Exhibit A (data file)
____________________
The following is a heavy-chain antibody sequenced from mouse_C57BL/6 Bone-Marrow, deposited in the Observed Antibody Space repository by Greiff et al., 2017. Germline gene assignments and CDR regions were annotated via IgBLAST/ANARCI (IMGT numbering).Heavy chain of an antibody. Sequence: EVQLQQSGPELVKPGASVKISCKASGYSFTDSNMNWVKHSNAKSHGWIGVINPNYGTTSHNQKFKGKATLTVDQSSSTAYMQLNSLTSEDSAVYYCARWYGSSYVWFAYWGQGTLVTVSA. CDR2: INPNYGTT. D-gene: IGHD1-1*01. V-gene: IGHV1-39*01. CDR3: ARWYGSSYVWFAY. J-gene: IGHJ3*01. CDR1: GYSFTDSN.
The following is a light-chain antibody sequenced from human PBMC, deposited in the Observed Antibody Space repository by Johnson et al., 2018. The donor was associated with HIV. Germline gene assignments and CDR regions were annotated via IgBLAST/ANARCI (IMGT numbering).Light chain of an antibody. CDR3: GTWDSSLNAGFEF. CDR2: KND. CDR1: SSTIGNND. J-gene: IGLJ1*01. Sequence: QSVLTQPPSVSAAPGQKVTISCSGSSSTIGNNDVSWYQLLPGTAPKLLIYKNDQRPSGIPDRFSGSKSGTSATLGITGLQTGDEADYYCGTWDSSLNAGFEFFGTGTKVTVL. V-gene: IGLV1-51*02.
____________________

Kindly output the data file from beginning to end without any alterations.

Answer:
The following is a heavy-chain antibody sequenced from mouse_C57BL/6 Bone-Marrow, deposited in the Observed Antibody Space repository by Greiff et al., 2017. Germline gene assignments and CDR regions were annotated via IgBLAST/ANARCI (IMGT numbering).Heavy chain of an antibody. Sequence: EVQLQQSGPELVKPGASVKISCKASGYSFTDSNMNWVKHSNAKSHGWIGVINPNYGTTSHNQKFKGKATLTVDQSSSTAYMQLNSLTSEDSAVYYCARWYGSSYVWFAYWGQGTLVTVSA. CDR2: INPNYGTT. D-gene: IGHD1-1*01. V-gene: IGHV1-39*01. CDR3: ARWYGSSYVWFAY. J-gene: IGHJ3*01. CDR1: GYSFTDSN.
The following is a light-chain antibody sequenced from human PBMC, deposited in the Observed Antibody Space repository by Johnson et al., 2018. The donor was associated with HIV. Germline gene assignments and CDR regions were annotated via IgBLAST/ANARCI (IMGT numbering).Light chain of an antibody. CDR3: GTWDSSLNAGFEF. CDR2: KND. CDR1: SSTIGNND. J-gene: IGLJ1*01. Sequence: QSVLTQPPSVSAAPGQKVTISCSGSSSTIGNNDVSWYQLLPGTAPKLLIYKNDQRPSGIPDRFSGSKSGTSATLGITGLQTGDEADYYCGTWDSSLNAGFEFFGTGTKVTVL. V-gene: IGLV1-51*02.